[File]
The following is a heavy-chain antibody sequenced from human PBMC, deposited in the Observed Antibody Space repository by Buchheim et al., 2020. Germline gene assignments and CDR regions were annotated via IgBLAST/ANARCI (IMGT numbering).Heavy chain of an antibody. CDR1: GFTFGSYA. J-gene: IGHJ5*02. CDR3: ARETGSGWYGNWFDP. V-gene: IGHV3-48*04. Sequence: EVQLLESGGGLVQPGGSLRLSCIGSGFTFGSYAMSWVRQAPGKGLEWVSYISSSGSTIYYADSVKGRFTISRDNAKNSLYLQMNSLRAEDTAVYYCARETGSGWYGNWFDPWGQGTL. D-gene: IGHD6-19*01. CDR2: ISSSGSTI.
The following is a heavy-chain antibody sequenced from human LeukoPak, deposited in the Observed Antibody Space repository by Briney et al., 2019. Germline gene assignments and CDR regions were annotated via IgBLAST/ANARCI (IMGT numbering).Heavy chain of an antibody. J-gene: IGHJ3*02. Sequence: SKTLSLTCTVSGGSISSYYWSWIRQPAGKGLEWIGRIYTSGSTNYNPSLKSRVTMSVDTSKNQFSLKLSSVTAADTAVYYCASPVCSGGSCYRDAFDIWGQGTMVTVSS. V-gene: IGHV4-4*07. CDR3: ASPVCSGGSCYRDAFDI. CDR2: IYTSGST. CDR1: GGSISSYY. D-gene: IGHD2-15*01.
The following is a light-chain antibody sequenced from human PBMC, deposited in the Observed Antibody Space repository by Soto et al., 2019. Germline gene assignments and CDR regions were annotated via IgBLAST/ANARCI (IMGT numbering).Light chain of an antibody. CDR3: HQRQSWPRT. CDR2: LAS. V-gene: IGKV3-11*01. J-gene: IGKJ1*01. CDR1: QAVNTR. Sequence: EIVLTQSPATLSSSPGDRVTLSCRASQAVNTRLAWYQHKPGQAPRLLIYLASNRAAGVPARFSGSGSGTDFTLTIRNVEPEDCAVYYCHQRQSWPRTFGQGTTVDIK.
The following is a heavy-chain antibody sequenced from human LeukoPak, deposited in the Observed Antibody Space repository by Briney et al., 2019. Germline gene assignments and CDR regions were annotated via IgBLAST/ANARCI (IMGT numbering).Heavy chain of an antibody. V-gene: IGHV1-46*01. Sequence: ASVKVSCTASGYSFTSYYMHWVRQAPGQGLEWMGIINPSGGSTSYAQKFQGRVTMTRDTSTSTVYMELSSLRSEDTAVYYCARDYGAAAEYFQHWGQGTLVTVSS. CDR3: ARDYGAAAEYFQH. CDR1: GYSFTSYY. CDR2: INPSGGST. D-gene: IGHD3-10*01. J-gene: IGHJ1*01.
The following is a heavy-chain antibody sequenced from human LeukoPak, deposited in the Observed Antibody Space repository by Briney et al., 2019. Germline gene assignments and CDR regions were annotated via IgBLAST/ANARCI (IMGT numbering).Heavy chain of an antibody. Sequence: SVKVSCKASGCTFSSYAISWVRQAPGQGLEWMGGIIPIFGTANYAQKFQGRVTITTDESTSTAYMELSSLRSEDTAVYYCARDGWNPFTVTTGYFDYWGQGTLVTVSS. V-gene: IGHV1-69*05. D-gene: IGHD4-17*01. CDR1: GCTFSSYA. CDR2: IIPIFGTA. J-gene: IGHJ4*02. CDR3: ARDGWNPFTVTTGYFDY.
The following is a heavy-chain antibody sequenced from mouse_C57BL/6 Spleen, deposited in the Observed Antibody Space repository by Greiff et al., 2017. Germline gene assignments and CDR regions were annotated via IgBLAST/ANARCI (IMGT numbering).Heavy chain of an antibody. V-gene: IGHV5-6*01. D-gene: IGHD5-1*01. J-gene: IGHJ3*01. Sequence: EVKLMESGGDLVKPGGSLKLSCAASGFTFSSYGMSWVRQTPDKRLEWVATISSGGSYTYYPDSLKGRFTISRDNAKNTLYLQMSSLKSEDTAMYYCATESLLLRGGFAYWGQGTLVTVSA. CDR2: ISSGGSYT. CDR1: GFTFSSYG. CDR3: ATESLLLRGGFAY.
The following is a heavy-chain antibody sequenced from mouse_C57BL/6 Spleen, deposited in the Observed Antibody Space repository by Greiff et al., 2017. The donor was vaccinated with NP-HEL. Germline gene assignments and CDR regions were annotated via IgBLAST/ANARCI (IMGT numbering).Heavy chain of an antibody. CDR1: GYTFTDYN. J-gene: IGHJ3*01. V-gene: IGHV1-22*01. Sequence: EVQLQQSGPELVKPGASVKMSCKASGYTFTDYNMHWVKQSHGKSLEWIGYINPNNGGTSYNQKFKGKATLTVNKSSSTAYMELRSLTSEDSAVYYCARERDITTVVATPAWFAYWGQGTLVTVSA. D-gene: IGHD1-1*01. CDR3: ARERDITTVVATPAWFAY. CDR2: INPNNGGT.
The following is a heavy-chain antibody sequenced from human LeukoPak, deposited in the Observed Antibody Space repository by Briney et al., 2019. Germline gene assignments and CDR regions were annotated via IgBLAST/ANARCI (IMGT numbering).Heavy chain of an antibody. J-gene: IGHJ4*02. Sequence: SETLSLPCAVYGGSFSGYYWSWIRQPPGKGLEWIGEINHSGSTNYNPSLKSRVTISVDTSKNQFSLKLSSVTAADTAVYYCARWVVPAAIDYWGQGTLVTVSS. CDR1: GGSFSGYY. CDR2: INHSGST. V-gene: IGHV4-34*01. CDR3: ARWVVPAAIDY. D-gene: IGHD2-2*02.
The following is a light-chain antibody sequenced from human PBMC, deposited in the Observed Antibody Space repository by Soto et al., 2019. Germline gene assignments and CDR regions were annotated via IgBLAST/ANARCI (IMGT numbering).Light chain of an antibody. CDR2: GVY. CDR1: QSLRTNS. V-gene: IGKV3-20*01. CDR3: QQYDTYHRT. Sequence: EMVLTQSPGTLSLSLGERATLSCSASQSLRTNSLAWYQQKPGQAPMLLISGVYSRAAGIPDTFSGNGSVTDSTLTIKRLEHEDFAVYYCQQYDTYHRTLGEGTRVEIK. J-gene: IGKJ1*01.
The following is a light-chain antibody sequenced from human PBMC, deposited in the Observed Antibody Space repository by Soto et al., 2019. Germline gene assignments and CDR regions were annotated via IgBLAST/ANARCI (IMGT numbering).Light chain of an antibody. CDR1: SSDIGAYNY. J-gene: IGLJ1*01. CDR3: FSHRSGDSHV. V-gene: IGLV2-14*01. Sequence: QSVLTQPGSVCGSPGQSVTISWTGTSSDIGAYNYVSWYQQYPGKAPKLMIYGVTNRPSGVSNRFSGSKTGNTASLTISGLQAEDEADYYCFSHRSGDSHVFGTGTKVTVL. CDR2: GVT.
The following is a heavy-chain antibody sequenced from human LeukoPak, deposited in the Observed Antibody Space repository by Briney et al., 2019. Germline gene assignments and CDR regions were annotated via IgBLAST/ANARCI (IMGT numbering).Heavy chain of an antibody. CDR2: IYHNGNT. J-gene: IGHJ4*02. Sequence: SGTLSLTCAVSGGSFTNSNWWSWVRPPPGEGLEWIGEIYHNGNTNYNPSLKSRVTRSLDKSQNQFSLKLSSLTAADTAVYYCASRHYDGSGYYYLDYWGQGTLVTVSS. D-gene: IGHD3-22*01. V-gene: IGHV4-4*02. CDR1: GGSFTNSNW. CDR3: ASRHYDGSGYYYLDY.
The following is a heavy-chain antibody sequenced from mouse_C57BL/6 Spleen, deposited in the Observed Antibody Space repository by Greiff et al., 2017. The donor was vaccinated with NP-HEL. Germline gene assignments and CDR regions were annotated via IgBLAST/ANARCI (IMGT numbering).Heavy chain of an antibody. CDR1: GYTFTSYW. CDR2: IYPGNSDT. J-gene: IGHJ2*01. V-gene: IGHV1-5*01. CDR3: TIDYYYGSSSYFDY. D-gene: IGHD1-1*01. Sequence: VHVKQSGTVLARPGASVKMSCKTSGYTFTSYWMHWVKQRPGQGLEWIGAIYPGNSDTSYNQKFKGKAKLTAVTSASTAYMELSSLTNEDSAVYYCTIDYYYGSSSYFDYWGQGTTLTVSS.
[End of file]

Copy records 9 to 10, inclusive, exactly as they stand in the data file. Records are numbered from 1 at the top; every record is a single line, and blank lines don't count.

The following is a light-chain antibody sequenced from human PBMC, deposited in the Observed Antibody Space repository by Soto et al., 2019. Germline gene assignments and CDR regions were annotated via IgBLAST/ANARCI (IMGT numbering).Light chain of an antibody. CDR2: GVY. CDR1: QSLRTNS. V-gene: IGKV3-20*01. CDR3: QQYDTYHRT. Sequence: EMVLTQSPGTLSLSLGERATLSCSASQSLRTNSLAWYQQKPGQAPMLLISGVYSRAAGIPDTFSGNGSVTDSTLTIKRLEHEDFAVYYCQQYDTYHRTLGEGTRVEIK. J-gene: IGKJ1*01.
The following is a light-chain antibody sequenced from human PBMC, deposited in the Observed Antibody Space repository by Soto et al., 2019. Germline gene assignments and CDR regions were annotated via IgBLAST/ANARCI (IMGT numbering).Light chain of an antibody. CDR1: SSDIGAYNY. J-gene: IGLJ1*01. CDR3: FSHRSGDSHV. V-gene: IGLV2-14*01. Sequence: QSVLTQPGSVCGSPGQSVTISWTGTSSDIGAYNYVSWYQQYPGKAPKLMIYGVTNRPSGVSNRFSGSKTGNTASLTISGLQAEDEADYYCFSHRSGDSHVFGTGTKVTVL. CDR2: GVT.